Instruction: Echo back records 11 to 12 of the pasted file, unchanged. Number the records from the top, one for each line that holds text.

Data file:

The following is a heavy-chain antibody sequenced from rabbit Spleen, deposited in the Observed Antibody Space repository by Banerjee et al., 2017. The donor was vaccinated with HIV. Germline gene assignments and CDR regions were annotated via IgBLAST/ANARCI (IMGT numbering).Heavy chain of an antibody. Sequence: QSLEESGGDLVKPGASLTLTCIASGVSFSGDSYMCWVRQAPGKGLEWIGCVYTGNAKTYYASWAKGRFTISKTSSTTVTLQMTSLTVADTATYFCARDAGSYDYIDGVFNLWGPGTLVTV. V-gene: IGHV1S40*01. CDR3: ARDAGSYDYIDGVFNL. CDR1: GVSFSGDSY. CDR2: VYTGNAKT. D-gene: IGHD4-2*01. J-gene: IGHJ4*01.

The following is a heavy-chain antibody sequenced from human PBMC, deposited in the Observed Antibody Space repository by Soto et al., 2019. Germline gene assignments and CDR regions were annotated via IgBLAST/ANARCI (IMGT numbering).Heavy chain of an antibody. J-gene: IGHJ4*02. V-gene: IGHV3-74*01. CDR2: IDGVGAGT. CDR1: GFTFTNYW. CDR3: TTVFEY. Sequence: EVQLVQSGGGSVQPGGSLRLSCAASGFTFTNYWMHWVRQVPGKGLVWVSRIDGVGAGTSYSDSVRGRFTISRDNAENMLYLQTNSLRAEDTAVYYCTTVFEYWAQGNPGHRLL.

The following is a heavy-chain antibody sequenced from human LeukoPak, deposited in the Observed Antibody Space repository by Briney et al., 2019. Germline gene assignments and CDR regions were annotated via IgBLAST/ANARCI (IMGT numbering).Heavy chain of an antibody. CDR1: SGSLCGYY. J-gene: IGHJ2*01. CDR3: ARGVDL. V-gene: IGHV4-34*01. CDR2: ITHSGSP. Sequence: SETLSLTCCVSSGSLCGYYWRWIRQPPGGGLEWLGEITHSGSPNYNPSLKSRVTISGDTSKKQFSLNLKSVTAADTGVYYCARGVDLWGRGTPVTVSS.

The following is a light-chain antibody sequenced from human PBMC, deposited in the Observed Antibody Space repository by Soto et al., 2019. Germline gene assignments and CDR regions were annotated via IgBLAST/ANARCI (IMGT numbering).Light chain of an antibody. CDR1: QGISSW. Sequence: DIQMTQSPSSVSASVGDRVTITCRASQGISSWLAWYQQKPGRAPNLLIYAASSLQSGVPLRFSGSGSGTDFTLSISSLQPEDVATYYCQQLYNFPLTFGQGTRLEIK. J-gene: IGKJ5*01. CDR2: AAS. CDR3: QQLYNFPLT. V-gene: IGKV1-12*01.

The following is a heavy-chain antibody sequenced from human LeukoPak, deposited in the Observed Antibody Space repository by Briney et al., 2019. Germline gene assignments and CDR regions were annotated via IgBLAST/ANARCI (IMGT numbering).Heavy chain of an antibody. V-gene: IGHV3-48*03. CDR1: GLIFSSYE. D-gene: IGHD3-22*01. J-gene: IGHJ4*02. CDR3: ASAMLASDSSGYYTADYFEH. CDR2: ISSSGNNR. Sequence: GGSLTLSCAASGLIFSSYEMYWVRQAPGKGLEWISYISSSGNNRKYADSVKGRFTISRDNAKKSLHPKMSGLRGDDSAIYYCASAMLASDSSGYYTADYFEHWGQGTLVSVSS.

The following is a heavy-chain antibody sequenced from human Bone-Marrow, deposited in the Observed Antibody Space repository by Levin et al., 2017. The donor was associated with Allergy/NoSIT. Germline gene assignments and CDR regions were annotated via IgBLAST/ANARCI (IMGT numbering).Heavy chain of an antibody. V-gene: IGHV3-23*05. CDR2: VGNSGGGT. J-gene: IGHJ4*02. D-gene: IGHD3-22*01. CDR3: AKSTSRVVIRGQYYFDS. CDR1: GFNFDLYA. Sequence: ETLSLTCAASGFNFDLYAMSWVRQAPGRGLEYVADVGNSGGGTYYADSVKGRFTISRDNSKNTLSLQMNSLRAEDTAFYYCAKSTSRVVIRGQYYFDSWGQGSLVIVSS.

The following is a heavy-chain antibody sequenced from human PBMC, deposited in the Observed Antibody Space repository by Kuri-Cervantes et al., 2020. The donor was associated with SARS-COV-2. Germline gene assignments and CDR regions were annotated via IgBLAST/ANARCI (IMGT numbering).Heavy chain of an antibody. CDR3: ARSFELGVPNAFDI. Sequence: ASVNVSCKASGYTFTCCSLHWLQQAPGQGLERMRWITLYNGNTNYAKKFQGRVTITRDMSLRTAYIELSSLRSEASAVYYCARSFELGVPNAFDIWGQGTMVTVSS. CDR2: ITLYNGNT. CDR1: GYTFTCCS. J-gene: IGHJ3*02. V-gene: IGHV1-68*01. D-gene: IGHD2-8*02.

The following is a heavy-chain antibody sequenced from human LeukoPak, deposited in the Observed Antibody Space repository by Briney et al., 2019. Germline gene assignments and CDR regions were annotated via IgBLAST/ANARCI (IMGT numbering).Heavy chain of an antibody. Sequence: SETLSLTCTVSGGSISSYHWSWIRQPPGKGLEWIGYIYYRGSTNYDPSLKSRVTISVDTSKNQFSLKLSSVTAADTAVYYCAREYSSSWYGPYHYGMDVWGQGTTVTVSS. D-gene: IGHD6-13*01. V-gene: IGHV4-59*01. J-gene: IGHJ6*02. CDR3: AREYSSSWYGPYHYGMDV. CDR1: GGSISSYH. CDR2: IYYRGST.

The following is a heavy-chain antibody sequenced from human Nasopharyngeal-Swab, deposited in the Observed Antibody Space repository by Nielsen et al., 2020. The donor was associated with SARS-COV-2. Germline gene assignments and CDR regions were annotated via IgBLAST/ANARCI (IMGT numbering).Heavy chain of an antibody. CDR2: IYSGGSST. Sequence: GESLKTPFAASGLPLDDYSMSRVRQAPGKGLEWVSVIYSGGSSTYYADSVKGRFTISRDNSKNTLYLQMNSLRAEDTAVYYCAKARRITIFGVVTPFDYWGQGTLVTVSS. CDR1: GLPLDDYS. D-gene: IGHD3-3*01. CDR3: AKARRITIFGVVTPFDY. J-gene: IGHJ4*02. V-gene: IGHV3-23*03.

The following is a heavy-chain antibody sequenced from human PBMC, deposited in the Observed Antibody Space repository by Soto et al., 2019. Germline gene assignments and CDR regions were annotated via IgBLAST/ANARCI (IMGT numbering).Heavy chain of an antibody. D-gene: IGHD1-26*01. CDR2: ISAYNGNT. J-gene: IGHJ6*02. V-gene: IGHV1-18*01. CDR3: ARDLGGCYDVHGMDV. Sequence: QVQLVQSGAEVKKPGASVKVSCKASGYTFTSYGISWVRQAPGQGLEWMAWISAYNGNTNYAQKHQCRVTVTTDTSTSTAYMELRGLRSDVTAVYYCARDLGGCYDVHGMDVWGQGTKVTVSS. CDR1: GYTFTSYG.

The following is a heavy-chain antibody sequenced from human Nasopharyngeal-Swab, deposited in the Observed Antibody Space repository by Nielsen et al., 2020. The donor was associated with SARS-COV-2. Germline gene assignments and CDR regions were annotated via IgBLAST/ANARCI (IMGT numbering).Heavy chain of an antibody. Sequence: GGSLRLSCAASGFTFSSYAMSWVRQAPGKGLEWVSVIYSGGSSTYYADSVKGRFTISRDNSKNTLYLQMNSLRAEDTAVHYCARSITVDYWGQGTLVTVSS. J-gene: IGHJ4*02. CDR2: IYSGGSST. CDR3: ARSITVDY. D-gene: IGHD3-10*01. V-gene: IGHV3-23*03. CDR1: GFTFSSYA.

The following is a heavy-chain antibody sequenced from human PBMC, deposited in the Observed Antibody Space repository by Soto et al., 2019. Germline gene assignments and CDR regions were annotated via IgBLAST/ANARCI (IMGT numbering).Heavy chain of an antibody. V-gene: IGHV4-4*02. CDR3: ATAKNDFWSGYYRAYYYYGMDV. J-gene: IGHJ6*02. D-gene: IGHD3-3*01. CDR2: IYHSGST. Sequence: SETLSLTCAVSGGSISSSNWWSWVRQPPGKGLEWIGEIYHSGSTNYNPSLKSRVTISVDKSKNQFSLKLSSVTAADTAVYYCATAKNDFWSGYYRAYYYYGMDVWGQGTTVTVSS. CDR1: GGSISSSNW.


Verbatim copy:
The following is a heavy-chain antibody sequenced from human Nasopharyngeal-Swab, deposited in the Observed Antibody Space repository by Nielsen et al., 2020. The donor was associated with SARS-COV-2. Germline gene assignments and CDR regions were annotated via IgBLAST/ANARCI (IMGT numbering).Heavy chain of an antibody. Sequence: GGSLRLSCAASGFTFSSYAMSWVRQAPGKGLEWVSVIYSGGSSTYYADSVKGRFTISRDNSKNTLYLQMNSLRAEDTAVHYCARSITVDYWGQGTLVTVSS. J-gene: IGHJ4*02. CDR2: IYSGGSST. CDR3: ARSITVDY. D-gene: IGHD3-10*01. V-gene: IGHV3-23*03. CDR1: GFTFSSYA.

The following is a heavy-chain antibody sequenced from human PBMC, deposited in the Observed Antibody Space repository by Soto et al., 2019. Germline gene assignments and CDR regions were annotated via IgBLAST/ANARCI (IMGT numbering).Heavy chain of an antibody. V-gene: IGHV4-4*02. CDR3: ATAKNDFWSGYYRAYYYYGMDV. J-gene: IGHJ6*02. D-gene: IGHD3-3*01. CDR2: IYHSGST. Sequence: SETLSLTCAVSGGSISSSNWWSWVRQPPGKGLEWIGEIYHSGSTNYNPSLKSRVTISVDKSKNQFSLKLSSVTAADTAVYYCATAKNDFWSGYYRAYYYYGMDVWGQGTTVTVSS. CDR1: GGSISSSNW.